Kashmiris Are Second Fiddlers In Pak-promoted Terrorism
13 April 2003
The Daily Excelsior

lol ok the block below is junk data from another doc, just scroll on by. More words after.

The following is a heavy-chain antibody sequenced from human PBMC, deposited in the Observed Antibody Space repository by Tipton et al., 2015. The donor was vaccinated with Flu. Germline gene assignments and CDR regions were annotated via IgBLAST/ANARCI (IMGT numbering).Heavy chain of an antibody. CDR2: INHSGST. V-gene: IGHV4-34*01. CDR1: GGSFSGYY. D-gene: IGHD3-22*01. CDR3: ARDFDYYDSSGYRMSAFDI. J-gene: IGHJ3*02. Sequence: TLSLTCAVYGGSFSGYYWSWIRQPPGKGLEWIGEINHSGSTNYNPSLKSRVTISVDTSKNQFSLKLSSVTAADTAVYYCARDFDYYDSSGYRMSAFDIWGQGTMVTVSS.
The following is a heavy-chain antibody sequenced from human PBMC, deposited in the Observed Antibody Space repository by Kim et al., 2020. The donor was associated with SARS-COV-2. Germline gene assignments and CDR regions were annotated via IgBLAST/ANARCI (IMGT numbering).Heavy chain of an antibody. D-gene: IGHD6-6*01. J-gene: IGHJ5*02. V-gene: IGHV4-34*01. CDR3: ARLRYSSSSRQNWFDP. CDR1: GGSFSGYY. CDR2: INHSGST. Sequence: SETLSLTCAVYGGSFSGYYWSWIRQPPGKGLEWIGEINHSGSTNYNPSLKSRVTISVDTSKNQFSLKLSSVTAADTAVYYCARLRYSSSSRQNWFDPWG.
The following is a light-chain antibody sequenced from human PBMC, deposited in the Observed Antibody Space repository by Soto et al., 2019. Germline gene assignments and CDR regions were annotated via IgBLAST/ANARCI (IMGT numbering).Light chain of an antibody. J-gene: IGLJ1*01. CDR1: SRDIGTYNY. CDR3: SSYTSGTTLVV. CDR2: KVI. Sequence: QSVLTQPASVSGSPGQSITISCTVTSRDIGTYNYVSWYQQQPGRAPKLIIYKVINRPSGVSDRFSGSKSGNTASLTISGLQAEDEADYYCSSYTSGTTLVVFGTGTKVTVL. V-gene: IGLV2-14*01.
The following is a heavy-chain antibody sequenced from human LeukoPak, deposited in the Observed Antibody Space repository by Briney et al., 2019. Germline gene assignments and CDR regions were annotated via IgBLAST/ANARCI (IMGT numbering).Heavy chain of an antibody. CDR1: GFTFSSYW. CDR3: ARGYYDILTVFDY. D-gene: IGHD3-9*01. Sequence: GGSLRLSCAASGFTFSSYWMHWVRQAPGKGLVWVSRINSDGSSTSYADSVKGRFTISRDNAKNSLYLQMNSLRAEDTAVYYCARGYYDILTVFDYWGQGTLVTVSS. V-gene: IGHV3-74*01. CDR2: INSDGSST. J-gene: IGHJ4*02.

Jammu: Between March 23 and 24, two terror incidents of far-reaching political consequences took place in Kashmir. In the first case, former Chief Commander Hizbul Mujahideen Abdul Majid Dar was gunned down in Sopore by militants who allegedly belonged to an unknown organization, which called itself 'Save Kashmir Movement.' In the second incident, 24 Kashmiri Pandits were shot dead in Nadimarg, Pulwama. On the face of it, there appears no inter-relation between the two incidents. Perhaps there is. It would appear those who conspired the murder of Dar had also simultaneously conspired the subsequent massacre of Kashmiri Pandits as an effort to drown large- scale public reaction to and debate on the first incident. In other words, the organisers of the two terror incidents were possibly the same people. It is no secret that Dar's murder climaxed about three years of his confrontation with Pakistan-based chief of Hizbul Mujahideen, Syed Salahuddin. This confrontation had been going on in different intensifies since July 2000 when Dar made an out-of-the blue ceasefire announcement. One could not believe one's ears. But that it was Salahuddin admitted the announcement was made with his approval. Indian Government at once expressed its willingness to talk to 'our own people.' New Delhi appreciated the fact that a majority of Hizb's members were Kashmiris. As a result, direct talks started between the representatives of the Government of India and the Hizb. This was also confirmed by Jammu and Kashmir Democratic Freedom Party Chief Shabir Ahmad Shah who claimed that the ceasefire announced by Dar was not his brainchild but effected on the instructions of Syed Salahuddin and Dar had taken into confidence all leaders before announcing the ceasefire. Shabir Shah even lambasted the Hurriyat Conference for its silence over Dar's killing which had unnecessarily raised suspicion over his character and he was seen by many as a traitor instead of a front ranking freedom fighter that he was. But it was here a large section of the Kashmiri constituents of the Hizb realised they were engaged not in their own fight for freedom but in Pakistan's proxy war in which they were being used only as fodder. The talks between New Delhi and Hizb representatives made Islamabad nervous. Jamaat-e-Islami Chief Qazi Hussain Ahmed, who was then in the USA, was asked to return at once. Salahuddin and other Occupied Kashmir-based Hizb militants were severely reprimanded for having forgotten all that the Jamaat did for them. Salahuddin was asked to immediately instruct Dar to call-off the talks with New Delhi if Pakistan was not made a party. These direct talks would have put Pakistan's self-assumed role as the sole advocate of the Kashmiris to nought. Salahuddin, who has been enjoying Pakistan's hospitality in Occupied Kashmir, understandably could not defy these orders. But Dar, whose men faced the main brunt of the confrontation against the Indian Army in Kashmir, was not convinced. He made angry statements saying his men could not take orders from those who sat in safe conditions across the LoC. He and his men were convinced they were engaged in a losing battle against the Indian army. They were also aware of the overwhelming public opinion in Kashmir is in favour of peace. Dar's resistance cost him his position as the Chief Commander and in May 2002 Dar and many top Hizb Commanders, who supported him, were expelled at the instance of Jamaat-e-Islami. Dar revived his Tehrik-e-Jihad, which he had merged with the Hizb in 1993 on condition that the organization would represent the entire Kashmiri population i.e. Kashmiri population in PoK, too. This condition was accepted but never implemented because Pakistan advanced a new-found specious argument that the Kashmir problem related only to that part of the State which was with India. Incidentally, the Security Council resolutions, by which Pakistan swears, covers whole of the State of Jammu and Kashmir as it existed before its (Pakistan's) invasion in October 1947. Non-fulfilment of the promise that the Hizb would represent whole of the Kashmir population was the first source of conflict between Dar's men and the Hizb leadership headed by Salahuddin. The two groups clashed in 1997 killing each other's members. The hostility intensified further after the July 2000 ceasefire announcement. Pro-Salahuddin camp called Dar a RAW agent and floated rumours that his dispute with Salahuddin would cost him his life. On March 23 when Pakistan was celebrating the Pakistan Day, these rumours proved well-founded. The Hizb split further. It will be wrong to presume that the elimination of Dar has strengthened Salahuddin's position. Reports from Muzaffarabad say about 400 supporters of Dar reacted angrily against Salahuddin as the news of his (Dar's) murder spread. They held Salahuddin responsible for the murder and formed their own faction of the Hizb. Now Salahuddin heads only truncated faction of the Hizb and carries the stigma of eliminating a fellow Hizb leader. If his patrons, i.e. the ISI through Jamaat-e-Islami want, they can drop him for these two reasons. In fact, the Hizb stands so discredited that it is easy now for ISI to drop the Hizb in favour of a new militant organization with greater non- Kashmiri content or change the complexion of the existing Hizb by replacing Kashmiri leaders with Pakistani elements. In view of ISI's political activities in Pakistan, it will not be a far-fetched presumption that it is this very agency that is destroying the Hizb to discredit its Kashmiri leaders. It has been the ISI's practice to use and discard militant organizations in Kashmir like dirty shirts. Jammu and Kashmir Liberation Front (JKLF) Chief Amanullah Khan told Urdu daily Jang in 1991 that the Pak army first used his party to start terrorist activities in Kashmir and then dropped it in favour of pro-Pakistan fundamentalist groups. Then many of these groups were discarded and more and more Pakistani and Afghan terrorists inducted. They played havoc in Kashmiri in 1995. Their main target then were the symbols of Kashmiriyat. The Hizb has been the largest militant group which also has the longest number of Kashmiri although they operate under the orders of the ISI directly or through the non-Kashmiri leaders of Jamaat-e-Islami. Dar has been trying to assert himself as a Kashmiri leaders. His murders have given a message to Kashmiris that they have only a secondary position in the Kashmir insurgency.